Benz: One thing that came out in your session was PIMCO Total Return is kind of a case study in how investors manage through big changes at a giant fund like that where we saw an exodus of assets from the fund in the wake of Bill Gross' departure. What came out of that discussion for you?
Kinnel: I thought it was really interesting, all three of my panelists, all of them held onto PIMCO Total Return at a time when there was a mass exodus, one of the greatest exoduses in the history of the fund world. They talked about how, yeah we thought Gross was important, but we knew all of these managers and analysts, and PIMCO was a very deep team with tremendous experience, tremendous breadth, and a big trading desk. In the fixed-income world trading is really important, especially if you do derivatives as much as PIMCO does.
They felt really confident that PIMCO still had all those important players, and they pointed out that that fund has done much better than most of the funds that people rushed into. I think it really illustrates why there's a difference between what the general public sees and what some consultants and others who are investment professionals see. One of those things is just all of the depth behind the manager. For PIMCO Total Return, most commonly you would see Bill Gross on CNBC and not necessarily understand just how much was behind him. Really we've seen since then that that fund and firm has really stabilized. The fund handles the outflow as well, and you didn't see other people leaving to follow Bill Gross. In fact I think if anything, analyst and manager turnover slowed down after Bill Gross' departure, which tells you something about the firm and Bill Gross.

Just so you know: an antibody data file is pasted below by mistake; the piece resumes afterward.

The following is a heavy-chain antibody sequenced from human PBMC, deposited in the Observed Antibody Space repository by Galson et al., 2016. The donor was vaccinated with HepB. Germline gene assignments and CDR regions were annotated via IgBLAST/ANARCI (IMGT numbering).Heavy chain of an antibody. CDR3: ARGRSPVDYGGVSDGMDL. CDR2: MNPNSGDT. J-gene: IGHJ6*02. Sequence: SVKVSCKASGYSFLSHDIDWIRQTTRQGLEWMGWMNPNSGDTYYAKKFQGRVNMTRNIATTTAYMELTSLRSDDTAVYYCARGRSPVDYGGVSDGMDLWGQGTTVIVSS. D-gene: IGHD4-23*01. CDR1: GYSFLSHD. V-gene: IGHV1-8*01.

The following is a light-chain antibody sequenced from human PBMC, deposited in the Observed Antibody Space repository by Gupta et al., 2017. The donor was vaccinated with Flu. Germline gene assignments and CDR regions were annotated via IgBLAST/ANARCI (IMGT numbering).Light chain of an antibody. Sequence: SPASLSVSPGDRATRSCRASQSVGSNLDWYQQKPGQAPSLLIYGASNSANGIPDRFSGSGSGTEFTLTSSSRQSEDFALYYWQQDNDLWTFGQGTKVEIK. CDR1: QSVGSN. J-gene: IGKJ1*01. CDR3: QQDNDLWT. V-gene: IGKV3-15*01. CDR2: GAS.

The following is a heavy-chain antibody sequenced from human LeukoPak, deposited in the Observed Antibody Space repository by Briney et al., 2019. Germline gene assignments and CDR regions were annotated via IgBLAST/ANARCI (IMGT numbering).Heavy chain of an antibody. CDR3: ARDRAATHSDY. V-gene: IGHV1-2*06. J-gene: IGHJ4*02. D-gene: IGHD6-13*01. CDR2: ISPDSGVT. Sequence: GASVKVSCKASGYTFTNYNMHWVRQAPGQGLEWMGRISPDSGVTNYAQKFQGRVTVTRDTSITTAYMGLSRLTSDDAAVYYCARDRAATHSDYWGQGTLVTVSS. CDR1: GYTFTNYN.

Benz: Right, and Morningstar maintained a medalist rating on PIMCO Total Return even after Gross departed as well.
Kinnel: That's right. We had the fund rated Gold, he left, we lowered it to Bronze because we were concerned about how the team of new managers would mesh, whether people would leave and what impact outflows would have. Over time we've become more confident as we've seen everything stabilize, so we raised it to Silver. And then more recently we raised it back to Gold.
Benz: Russ, thank you so much for being here to share your perceptions.
Kinnel: You're welcome.
Benz: Thanks for watching, I'm Christine Benz for Morningstar.com.